Meanwhile, the 88mm German RPzB 54 Panzerschreck, designed to knock out Soviet beasts en mass, was a much better device. Dubbed the ofenrohr (stovepipe) by the Landsers that used it, the RPzB 54 could slice through as much as 9-inches of armor.
Nonetheless, when Task Force Smith got wheels up from Japan to Korea in July 1950 to stop the onslaught of North Korean aggression over their less well-equipped neighbor to the south of the 38th Parallel, the Joes still carried the M9A1 into battle. When pitted against Soviet-supplied T-34-85 tanks at Daejeon, vehicles which had nearly 4-inches of armor in spots, those 60mm spitball shooters were wishful thinking.
Luckily at the time, at Rock Island Arsenal, a supply of the brand new and very Panzerschreck-like 90mm 3.5-inch M20A1B1 rocket launcher, dubbed the “Superbazooka,” were on hand. Loaded on aircraft in Illinois on 12 July 1950, they were sped directly to the warzone.
As noted by the RIA Museum, this “marked the first time equipment was shipped from the Arsenal, directly to troops in the field utilizing air transport.”
Just six days after the emergency batch of Superbazookas left RIA, they were used in combat by elements of the 24th Infantry Division who knocked out eight T-34s on 18 July– 70 years ago today. Capable of penetrating up to 11-inches of armor, the Joes went from being hunted by tanks to being tank hunters, a tactic the winding and hilly Korean countryside favored.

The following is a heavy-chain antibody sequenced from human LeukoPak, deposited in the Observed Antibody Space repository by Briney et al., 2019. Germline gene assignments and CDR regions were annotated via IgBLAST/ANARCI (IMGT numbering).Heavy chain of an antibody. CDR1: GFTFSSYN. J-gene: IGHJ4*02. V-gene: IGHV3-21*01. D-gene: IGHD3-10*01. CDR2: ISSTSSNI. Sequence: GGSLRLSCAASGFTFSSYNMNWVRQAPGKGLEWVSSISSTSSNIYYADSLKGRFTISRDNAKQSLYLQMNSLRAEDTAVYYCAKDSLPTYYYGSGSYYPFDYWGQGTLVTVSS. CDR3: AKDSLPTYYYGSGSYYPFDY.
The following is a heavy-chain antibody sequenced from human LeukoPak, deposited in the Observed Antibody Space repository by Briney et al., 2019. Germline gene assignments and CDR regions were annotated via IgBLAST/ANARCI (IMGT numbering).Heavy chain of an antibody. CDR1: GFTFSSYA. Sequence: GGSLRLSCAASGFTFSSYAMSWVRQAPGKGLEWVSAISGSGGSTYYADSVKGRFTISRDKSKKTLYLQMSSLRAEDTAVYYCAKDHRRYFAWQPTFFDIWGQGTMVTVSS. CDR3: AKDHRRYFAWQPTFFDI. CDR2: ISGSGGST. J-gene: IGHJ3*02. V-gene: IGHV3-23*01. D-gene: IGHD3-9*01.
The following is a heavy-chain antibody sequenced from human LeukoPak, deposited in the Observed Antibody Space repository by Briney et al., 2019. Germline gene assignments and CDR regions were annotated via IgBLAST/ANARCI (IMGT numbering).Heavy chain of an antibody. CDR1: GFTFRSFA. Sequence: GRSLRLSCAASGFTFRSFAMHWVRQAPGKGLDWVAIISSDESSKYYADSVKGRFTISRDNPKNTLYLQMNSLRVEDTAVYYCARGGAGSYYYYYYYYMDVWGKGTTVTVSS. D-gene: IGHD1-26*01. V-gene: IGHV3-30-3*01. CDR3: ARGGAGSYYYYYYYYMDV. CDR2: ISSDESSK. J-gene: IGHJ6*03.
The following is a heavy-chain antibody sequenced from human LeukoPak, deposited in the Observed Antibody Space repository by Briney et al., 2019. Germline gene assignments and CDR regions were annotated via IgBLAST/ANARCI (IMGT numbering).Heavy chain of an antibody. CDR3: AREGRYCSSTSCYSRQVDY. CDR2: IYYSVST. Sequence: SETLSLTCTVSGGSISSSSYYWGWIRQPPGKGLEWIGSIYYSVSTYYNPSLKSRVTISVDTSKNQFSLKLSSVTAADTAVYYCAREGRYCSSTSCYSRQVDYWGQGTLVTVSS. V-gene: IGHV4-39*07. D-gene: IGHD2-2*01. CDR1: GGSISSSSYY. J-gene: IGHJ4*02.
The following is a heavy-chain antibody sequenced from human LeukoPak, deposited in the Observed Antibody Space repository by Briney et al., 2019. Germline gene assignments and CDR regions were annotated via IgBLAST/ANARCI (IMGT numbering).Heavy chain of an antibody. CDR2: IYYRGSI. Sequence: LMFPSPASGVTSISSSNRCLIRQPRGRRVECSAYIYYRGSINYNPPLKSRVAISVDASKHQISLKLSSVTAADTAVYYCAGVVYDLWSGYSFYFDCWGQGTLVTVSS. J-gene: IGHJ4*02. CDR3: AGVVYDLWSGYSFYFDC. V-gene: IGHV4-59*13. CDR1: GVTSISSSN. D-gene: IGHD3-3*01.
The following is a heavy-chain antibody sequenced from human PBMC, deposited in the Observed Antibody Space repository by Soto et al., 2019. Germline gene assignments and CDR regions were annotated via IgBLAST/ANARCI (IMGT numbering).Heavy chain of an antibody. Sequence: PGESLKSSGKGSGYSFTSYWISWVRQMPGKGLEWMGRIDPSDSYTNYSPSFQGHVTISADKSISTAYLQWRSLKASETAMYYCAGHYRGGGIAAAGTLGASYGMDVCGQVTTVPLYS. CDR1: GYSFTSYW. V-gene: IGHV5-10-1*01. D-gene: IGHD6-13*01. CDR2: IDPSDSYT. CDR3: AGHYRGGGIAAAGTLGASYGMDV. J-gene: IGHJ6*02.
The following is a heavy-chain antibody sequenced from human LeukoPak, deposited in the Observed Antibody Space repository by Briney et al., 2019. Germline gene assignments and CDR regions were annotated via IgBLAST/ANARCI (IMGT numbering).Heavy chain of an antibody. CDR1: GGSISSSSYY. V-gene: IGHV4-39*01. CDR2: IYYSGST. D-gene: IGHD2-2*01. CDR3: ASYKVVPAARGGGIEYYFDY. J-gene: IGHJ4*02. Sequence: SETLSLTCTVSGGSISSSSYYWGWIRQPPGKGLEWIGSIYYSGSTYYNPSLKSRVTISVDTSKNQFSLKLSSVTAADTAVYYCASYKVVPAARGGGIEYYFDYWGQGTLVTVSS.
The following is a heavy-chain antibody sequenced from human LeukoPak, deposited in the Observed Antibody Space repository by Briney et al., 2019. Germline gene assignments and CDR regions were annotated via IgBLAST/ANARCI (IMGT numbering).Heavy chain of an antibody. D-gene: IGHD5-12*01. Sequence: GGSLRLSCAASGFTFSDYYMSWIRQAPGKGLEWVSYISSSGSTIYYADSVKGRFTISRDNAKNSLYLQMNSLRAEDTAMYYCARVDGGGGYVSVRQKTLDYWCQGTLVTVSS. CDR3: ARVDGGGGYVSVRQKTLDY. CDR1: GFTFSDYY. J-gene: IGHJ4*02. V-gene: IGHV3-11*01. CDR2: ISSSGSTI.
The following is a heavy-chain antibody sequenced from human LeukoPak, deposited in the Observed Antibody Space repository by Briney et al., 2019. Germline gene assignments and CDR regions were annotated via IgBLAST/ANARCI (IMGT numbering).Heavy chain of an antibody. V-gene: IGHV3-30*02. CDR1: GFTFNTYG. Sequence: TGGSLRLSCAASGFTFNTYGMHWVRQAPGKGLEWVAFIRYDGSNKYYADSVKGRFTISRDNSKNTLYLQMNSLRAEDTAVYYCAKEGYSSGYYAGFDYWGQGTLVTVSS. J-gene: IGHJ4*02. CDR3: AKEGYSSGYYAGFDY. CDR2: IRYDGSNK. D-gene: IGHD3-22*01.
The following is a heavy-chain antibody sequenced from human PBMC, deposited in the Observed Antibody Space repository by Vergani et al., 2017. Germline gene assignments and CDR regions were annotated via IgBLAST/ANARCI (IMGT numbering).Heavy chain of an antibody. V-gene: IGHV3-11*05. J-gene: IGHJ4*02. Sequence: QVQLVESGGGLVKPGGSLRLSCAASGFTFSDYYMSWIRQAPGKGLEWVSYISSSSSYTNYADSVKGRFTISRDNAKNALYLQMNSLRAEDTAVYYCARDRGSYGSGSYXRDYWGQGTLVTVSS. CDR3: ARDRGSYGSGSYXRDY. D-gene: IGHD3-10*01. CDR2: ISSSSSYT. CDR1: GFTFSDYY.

The Superbazooka, coupled with more powerful follow-on U.S. MBTs like the M26 Pershing and M46 Patton tanks and effective close-in air-support, effectively ended the reign of the T-34-85 in Korea.
By the time the North Koreans were forced to withdraw from the south in September, some 239 T-34s and 74 SU-76 assault guns had been lost or abandoned. After October 1950, tanks became scarce in the DPRK Army and remained that way for the rest of the war.
The Army and Marines kept the M20 around through the 1960s until it was replaced by the even more compact M72 66mm rocket. It hung out in National Guard armories even longer.
The M20 was used overseas extensively, with some being collected in the 1990s by NATO forces in the former Yugoslavia. A Spanish-made clone, the 88.9mm Instalaza M65, updated with an improved ignition method and new ammunition types, saw action in the Falklands and remaining in service with the Spaniards until just recently. They are a hit on the surplus market, and I just happen to have one of my own, in well-used condition.